Crosswalk Teenagers; A Lesson in Snap Judgements

I was driving my kids home from school pick up today when I approached a crosswalk and saw a teenage girl waiting at the side of the road. She was standing quite far away from the curb, so it would have been easy to miss her or to think she was waiting for something else, but she was glancing back and forth, so I stopped. As soon as I did, she ran quickly across the road without glancing up, with her shoulders hunched and her head down, as if she were trying to go as quickly as she could. It seemed like she was taking up as little space as possible so I (and the cars behind me) would not be inconvenienced. She was timid, and I worried about her overall confidence in life. It’s tough for a teenage girl to feel secure, and valuable, and worth stopping for.

I couldn’t help but be reminded of this poem I heard (by Lily Myers), about the girl who notices in her family the tendency of her mother and herself to be shrinking, taking up as little space as possible, while her father and brother conversely expand to fill space. I thought about the crosswalk girl and said to her (in my mind, of course, because I had driven away), “Come on, girl! You are WORTH making me stop! You have as many rights as anyone else. Hold your head up high and stride home from school with confidence.” And I continued driving, proud of myself for my wise and empathetic insight.

Then I suddenly remembered another time, months ago, when I had to wait at the exact same crosswalk. That time, I hadn’t been on my way home with plenty of time, I was on my way TO something, and I was running late, as usual. Also, I had a baby with me who started to cry every time the car stopped. That time, it was two teenage girls walking together across the street. They had earphones in, and they were walking s.l.o.w.l.y. Just shuffling along, listening to their music, not making eye contact with the people in the cars that they must have known were waiting. And I, of course, thought about how ALL teenagers think the world revolves around them ALL the time, and cannot see the problems of other people if those problems do not directly affect them. I thought, “Come ON, girls! You do not OWN THE WORLD. Some of us are in a hurry!” When they had finally gotten across, I sped off without another thought of them. Until today.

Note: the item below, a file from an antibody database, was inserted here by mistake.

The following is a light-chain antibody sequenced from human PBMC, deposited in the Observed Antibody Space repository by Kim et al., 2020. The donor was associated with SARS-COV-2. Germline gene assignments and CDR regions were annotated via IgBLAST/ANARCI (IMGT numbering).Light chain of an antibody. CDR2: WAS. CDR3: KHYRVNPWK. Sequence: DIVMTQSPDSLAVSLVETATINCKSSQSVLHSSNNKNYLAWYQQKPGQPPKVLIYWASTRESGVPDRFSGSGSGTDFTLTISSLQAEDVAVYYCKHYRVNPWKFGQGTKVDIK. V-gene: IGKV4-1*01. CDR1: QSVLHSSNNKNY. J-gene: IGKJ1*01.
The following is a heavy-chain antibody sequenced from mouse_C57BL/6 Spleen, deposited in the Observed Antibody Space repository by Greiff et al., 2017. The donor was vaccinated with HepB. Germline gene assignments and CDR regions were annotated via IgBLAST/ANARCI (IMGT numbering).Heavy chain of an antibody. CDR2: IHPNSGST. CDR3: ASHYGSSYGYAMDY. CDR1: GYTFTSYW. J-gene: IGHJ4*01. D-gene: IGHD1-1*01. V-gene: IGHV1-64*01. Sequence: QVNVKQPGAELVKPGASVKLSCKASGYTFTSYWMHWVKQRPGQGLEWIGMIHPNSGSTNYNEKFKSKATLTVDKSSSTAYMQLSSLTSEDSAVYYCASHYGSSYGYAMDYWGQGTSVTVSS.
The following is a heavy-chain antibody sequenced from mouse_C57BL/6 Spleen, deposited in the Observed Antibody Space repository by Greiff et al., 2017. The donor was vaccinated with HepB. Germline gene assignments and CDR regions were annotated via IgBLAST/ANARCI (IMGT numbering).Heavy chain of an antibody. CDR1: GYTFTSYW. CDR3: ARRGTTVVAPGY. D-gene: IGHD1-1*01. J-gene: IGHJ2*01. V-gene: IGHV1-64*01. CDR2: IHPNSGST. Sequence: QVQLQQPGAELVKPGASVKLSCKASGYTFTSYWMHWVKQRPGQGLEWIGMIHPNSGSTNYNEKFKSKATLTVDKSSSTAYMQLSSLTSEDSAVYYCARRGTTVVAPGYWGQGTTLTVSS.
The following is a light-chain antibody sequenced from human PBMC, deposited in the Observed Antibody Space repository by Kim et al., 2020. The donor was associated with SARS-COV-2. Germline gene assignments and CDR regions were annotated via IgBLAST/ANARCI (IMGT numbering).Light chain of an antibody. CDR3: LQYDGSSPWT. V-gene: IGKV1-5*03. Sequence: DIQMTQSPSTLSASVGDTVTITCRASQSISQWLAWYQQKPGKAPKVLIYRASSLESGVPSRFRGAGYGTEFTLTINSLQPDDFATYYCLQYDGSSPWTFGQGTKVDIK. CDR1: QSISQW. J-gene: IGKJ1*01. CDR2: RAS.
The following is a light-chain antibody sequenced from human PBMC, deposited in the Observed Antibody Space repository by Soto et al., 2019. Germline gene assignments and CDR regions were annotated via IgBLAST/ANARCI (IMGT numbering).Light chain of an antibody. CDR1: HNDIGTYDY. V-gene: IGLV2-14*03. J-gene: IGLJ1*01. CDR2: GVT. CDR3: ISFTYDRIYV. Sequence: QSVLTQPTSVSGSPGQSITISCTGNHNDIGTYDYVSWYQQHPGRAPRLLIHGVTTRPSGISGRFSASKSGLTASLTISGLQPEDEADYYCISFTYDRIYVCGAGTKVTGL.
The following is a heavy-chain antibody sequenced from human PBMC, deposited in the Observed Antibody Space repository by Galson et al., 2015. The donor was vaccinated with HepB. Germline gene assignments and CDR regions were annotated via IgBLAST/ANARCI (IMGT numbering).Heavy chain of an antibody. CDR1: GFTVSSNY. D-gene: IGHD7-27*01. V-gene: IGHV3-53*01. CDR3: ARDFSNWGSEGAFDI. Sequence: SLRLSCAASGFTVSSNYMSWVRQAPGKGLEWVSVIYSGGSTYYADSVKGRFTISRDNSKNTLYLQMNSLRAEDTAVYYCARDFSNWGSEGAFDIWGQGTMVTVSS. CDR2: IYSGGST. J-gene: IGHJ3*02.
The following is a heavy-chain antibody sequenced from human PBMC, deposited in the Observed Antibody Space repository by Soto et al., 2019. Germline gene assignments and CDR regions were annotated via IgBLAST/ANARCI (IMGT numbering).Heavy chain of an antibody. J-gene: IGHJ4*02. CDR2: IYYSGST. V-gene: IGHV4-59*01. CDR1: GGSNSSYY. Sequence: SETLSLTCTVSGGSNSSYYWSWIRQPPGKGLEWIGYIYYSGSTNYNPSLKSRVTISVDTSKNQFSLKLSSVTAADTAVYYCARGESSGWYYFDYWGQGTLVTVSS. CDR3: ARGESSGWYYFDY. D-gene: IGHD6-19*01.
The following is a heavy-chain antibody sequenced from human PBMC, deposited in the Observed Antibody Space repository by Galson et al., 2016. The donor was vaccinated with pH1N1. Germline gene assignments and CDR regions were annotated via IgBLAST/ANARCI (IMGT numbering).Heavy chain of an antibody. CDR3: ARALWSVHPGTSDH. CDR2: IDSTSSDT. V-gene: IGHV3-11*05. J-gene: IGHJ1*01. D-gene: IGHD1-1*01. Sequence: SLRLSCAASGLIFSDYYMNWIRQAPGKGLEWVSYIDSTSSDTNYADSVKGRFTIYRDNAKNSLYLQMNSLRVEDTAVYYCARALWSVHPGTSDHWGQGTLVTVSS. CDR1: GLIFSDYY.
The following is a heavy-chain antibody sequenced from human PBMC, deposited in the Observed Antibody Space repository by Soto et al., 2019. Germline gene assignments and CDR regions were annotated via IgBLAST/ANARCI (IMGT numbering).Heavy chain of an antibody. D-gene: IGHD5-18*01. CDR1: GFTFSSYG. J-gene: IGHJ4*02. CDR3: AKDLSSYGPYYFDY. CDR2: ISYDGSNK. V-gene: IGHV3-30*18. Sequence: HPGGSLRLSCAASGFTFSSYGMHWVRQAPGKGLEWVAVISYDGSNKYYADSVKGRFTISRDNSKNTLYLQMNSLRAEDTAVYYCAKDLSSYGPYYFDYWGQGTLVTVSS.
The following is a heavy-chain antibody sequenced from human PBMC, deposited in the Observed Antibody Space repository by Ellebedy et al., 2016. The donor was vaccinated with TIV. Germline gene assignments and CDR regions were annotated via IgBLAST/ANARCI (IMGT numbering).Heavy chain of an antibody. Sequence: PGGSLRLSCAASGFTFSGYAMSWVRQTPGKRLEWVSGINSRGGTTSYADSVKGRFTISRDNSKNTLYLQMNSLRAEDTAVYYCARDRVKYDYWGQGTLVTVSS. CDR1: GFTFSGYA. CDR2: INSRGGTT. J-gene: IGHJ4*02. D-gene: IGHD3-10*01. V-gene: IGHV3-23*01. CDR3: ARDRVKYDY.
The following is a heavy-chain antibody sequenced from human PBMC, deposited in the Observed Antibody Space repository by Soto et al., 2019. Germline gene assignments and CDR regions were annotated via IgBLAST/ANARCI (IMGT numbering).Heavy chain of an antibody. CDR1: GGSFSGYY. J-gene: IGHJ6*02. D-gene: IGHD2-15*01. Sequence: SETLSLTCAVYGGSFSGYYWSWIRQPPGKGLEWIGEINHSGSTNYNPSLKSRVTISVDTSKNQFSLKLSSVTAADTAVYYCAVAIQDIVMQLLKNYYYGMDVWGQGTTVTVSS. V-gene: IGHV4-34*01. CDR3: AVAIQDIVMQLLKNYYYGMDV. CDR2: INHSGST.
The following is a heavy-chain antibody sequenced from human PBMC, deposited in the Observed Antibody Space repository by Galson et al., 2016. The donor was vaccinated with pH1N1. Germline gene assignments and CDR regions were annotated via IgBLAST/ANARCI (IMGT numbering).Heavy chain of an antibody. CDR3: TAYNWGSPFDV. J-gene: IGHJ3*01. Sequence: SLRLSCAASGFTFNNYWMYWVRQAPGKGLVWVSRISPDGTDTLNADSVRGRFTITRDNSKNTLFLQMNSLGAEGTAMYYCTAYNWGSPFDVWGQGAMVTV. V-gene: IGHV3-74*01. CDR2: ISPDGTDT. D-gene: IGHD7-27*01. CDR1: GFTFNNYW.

As I reflected on those two situations and, more significantly, my separate reactions to them, it occurred to me that I was definitely the problem. Maybe the girl today was simply in a hurry while the ones on the previous occasion were not. Maybe snap judgments are rarely accurate and never helpful and I should be giving people the benefit of the doubt, even when I don’t even talk to them because I am busy driving away. If I expect to be kind and open when I meet people for the first time, maybe I should practice doing so all the time, even in my own car and my own head, when the person receiving my judgment will never know what I thought of her.

It’s definitely hard enough to be a teenager without someone jumping to conclusions about your character because of how quickly you cross the road. But really, it’s hard enough to be human without having snap judgments made about you.

So I’m done. No more snap judgments! Until someone else annoys me, of course.

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This is me as a teenager. Looking back, I wonder how many people were quietly judging me that day, thanks to my shorts/sock combo, and my proximity to my mom.

 

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4 thoughts on “Crosswalk Teenagers; A Lesson in Snap Judgements

  1. Beverley

    Very well put Jac. Being the mom of three teens now I can relate to this. I have two with that confidence and one with out. Two that would saunter across the street and one who would run.

    Reply
  2. Aly

    When will jean shorts like that make their come back… That’s what I want to know. Also, let’s never have teenagers k?

    Reply
  3. Johan Melissen

    As someone who works with around 75 teens on a daily basis, I am all too familiar with ‘Snap Judgement Regret.’ It usually occurs after I have a negative interaction with a student, only to later find out a sad detail about their day, their week, or their general life story.
    But the reality of course is that a commitment to ‘no snap judgments’ is a worthwhile goal for everyone, teens included. I shared this post with a grade 11/12 class, and it sparked a good discussion, I think because by and large we all identify through past experience with both the giving and receiving end of snap judgments. Thanks for the post!

    Reply

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